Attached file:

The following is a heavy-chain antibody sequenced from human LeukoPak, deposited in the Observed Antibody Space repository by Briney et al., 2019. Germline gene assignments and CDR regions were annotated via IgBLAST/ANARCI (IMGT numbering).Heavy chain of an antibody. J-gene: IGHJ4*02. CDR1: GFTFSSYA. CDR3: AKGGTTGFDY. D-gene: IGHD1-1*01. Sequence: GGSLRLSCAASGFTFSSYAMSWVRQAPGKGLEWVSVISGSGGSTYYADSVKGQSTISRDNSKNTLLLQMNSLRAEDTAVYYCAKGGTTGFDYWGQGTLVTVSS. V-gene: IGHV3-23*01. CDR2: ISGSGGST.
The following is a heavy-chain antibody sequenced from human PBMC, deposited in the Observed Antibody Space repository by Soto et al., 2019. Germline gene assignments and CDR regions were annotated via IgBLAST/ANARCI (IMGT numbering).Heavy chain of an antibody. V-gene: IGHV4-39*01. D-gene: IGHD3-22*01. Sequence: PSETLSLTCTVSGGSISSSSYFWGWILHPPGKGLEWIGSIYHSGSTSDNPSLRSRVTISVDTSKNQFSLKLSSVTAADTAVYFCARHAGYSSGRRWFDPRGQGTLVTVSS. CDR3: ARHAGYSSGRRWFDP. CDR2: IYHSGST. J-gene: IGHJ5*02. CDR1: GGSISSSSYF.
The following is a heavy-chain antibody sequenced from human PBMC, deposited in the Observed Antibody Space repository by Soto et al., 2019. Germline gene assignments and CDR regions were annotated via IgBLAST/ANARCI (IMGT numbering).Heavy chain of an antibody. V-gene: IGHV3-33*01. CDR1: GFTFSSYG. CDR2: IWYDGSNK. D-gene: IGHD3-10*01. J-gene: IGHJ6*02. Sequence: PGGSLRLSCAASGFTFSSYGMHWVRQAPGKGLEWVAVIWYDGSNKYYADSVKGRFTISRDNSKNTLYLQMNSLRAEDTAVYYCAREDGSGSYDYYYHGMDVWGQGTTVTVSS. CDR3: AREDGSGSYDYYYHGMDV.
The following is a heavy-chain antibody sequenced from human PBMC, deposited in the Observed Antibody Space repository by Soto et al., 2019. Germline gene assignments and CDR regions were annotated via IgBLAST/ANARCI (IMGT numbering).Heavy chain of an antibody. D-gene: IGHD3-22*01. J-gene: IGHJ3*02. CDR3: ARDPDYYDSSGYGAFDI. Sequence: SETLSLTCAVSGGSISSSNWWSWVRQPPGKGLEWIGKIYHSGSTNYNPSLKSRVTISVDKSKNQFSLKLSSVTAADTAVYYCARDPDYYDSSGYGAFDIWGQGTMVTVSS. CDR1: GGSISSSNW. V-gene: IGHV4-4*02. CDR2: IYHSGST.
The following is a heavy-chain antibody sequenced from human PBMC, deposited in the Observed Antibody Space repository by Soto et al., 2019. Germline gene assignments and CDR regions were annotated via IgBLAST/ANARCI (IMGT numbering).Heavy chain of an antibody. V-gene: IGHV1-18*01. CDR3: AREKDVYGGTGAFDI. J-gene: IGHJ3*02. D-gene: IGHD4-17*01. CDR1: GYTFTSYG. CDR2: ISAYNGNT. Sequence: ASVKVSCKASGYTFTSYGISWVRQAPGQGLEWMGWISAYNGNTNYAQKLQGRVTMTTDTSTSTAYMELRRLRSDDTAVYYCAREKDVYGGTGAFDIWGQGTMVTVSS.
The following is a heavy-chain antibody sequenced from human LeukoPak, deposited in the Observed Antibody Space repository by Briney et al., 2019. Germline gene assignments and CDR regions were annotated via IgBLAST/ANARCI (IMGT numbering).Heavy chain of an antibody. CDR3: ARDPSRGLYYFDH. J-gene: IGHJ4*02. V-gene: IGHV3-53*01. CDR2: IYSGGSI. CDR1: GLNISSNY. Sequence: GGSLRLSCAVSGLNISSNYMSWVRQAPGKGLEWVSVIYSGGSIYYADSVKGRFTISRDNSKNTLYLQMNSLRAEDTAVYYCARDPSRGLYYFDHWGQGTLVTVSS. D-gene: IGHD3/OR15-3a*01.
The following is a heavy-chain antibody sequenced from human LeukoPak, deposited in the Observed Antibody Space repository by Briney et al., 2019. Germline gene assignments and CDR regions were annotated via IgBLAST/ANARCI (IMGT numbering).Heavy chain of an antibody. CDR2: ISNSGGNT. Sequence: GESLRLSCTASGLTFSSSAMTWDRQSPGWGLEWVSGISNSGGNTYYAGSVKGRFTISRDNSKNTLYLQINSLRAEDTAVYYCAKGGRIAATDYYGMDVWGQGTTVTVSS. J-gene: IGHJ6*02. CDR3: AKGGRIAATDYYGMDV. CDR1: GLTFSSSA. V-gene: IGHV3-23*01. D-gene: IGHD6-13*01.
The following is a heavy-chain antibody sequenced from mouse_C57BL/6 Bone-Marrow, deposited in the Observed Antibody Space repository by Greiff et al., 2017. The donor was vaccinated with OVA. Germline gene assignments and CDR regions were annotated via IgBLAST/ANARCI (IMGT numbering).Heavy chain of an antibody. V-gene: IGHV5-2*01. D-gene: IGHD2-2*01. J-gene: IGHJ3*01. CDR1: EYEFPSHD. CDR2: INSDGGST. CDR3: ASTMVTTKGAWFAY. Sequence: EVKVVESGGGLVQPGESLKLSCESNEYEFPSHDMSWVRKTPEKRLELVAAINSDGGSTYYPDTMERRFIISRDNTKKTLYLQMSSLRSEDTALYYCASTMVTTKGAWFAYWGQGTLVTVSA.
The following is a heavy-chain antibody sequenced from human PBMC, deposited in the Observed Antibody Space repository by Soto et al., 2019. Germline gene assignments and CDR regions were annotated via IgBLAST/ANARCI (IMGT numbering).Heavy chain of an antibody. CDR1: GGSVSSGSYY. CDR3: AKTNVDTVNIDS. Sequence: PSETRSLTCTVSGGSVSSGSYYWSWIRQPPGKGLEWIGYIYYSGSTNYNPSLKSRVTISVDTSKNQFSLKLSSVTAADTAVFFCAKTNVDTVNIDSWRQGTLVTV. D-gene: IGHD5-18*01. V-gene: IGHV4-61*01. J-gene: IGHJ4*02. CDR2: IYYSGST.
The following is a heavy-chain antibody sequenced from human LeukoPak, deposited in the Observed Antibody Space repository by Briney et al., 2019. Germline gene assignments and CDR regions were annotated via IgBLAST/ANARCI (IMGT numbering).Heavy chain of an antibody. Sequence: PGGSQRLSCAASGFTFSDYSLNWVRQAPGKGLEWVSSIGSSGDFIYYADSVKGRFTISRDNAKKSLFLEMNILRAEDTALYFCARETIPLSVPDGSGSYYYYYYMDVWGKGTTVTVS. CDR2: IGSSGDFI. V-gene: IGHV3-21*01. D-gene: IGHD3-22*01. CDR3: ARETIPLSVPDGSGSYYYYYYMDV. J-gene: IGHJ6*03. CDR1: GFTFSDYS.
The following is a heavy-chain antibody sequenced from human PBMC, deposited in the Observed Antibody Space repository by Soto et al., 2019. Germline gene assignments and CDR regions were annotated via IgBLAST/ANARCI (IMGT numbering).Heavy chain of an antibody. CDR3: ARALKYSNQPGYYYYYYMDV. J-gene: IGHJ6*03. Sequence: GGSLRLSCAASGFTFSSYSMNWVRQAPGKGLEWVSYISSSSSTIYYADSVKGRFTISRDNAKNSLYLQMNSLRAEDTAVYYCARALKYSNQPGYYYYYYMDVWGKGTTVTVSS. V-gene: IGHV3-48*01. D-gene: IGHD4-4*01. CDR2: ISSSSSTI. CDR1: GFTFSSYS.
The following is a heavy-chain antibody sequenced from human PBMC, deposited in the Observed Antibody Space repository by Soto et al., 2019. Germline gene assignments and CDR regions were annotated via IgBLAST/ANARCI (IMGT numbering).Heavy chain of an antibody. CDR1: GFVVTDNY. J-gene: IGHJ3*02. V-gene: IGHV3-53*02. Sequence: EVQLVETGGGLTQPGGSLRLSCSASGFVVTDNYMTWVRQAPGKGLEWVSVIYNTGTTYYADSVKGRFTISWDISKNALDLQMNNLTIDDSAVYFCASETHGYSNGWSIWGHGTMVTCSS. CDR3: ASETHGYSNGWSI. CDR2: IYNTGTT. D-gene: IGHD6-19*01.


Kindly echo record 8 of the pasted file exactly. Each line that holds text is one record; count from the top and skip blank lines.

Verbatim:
The following is a heavy-chain antibody sequenced from mouse_C57BL/6 Bone-Marrow, deposited in the Observed Antibody Space repository by Greiff et al., 2017. The donor was vaccinated with OVA. Germline gene assignments and CDR regions were annotated via IgBLAST/ANARCI (IMGT numbering).Heavy chain of an antibody. V-gene: IGHV5-2*01. D-gene: IGHD2-2*01. J-gene: IGHJ3*01. CDR1: EYEFPSHD. CDR2: INSDGGST. CDR3: ASTMVTTKGAWFAY. Sequence: EVKVVESGGGLVQPGESLKLSCESNEYEFPSHDMSWVRKTPEKRLELVAAINSDGGSTYYPDTMERRFIISRDNTKKTLYLQMSSLRSEDTALYYCASTMVTTKGAWFAYWGQGTLVTVSA.